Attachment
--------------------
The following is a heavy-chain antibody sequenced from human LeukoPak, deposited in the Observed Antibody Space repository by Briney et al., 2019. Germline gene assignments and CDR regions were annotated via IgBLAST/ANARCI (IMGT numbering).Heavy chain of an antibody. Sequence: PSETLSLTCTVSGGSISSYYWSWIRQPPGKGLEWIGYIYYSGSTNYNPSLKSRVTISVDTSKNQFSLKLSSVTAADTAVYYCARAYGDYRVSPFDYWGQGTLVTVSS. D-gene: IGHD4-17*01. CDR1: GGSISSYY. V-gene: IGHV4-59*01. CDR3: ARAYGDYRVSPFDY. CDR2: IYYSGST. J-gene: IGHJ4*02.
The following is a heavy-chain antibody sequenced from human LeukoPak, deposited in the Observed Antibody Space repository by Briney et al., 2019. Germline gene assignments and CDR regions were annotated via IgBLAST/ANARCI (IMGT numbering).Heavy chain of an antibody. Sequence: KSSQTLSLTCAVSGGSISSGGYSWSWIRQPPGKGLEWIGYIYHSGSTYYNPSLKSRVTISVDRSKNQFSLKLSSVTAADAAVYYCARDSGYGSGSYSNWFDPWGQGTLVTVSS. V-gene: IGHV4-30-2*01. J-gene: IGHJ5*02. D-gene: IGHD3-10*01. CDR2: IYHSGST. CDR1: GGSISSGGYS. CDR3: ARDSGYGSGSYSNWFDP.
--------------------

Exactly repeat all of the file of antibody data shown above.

The following is a heavy-chain antibody sequenced from human LeukoPak, deposited in the Observed Antibody Space repository by Briney et al., 2019. Germline gene assignments and CDR regions were annotated via IgBLAST/ANARCI (IMGT numbering).Heavy chain of an antibody. Sequence: PSETLSLTCTVSGGSISSYYWSWIRQPPGKGLEWIGYIYYSGSTNYNPSLKSRVTISVDTSKNQFSLKLSSVTAADTAVYYCARAYGDYRVSPFDYWGQGTLVTVSS. D-gene: IGHD4-17*01. CDR1: GGSISSYY. V-gene: IGHV4-59*01. CDR3: ARAYGDYRVSPFDY. CDR2: IYYSGST. J-gene: IGHJ4*02.
The following is a heavy-chain antibody sequenced from human LeukoPak, deposited in the Observed Antibody Space repository by Briney et al., 2019. Germline gene assignments and CDR regions were annotated via IgBLAST/ANARCI (IMGT numbering).Heavy chain of an antibody. Sequence: KSSQTLSLTCAVSGGSISSGGYSWSWIRQPPGKGLEWIGYIYHSGSTYYNPSLKSRVTISVDRSKNQFSLKLSSVTAADAAVYYCARDSGYGSGSYSNWFDPWGQGTLVTVSS. V-gene: IGHV4-30-2*01. J-gene: IGHJ5*02. D-gene: IGHD3-10*01. CDR2: IYHSGST. CDR1: GGSISSGGYS. CDR3: ARDSGYGSGSYSNWFDP.